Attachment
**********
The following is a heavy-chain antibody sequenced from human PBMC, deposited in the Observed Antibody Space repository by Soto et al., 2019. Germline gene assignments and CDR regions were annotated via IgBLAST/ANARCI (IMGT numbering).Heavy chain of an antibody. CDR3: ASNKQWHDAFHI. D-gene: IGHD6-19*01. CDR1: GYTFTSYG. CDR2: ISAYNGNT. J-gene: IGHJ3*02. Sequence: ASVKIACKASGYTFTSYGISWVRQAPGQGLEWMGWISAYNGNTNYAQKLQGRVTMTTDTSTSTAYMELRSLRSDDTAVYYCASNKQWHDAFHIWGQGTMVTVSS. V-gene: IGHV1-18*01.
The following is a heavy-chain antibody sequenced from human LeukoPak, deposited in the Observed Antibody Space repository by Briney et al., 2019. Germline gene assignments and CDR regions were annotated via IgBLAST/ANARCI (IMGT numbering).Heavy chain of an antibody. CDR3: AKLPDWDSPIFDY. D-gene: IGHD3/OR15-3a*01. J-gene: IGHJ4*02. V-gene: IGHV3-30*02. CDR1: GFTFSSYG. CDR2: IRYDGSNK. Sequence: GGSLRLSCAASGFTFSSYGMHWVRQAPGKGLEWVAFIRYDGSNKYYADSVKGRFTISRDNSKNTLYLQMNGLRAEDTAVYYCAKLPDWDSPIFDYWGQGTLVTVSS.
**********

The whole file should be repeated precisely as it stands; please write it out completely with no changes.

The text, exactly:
The following is a heavy-chain antibody sequenced from human PBMC, deposited in the Observed Antibody Space repository by Soto et al., 2019. Germline gene assignments and CDR regions were annotated via IgBLAST/ANARCI (IMGT numbering).Heavy chain of an antibody. CDR3: ASNKQWHDAFHI. D-gene: IGHD6-19*01. CDR1: GYTFTSYG. CDR2: ISAYNGNT. J-gene: IGHJ3*02. Sequence: ASVKIACKASGYTFTSYGISWVRQAPGQGLEWMGWISAYNGNTNYAQKLQGRVTMTTDTSTSTAYMELRSLRSDDTAVYYCASNKQWHDAFHIWGQGTMVTVSS. V-gene: IGHV1-18*01.
The following is a heavy-chain antibody sequenced from human LeukoPak, deposited in the Observed Antibody Space repository by Briney et al., 2019. Germline gene assignments and CDR regions were annotated via IgBLAST/ANARCI (IMGT numbering).Heavy chain of an antibody. CDR3: AKLPDWDSPIFDY. D-gene: IGHD3/OR15-3a*01. J-gene: IGHJ4*02. V-gene: IGHV3-30*02. CDR1: GFTFSSYG. CDR2: IRYDGSNK. Sequence: GGSLRLSCAASGFTFSSYGMHWVRQAPGKGLEWVAFIRYDGSNKYYADSVKGRFTISRDNSKNTLYLQMNGLRAEDTAVYYCAKLPDWDSPIFDYWGQGTLVTVSS.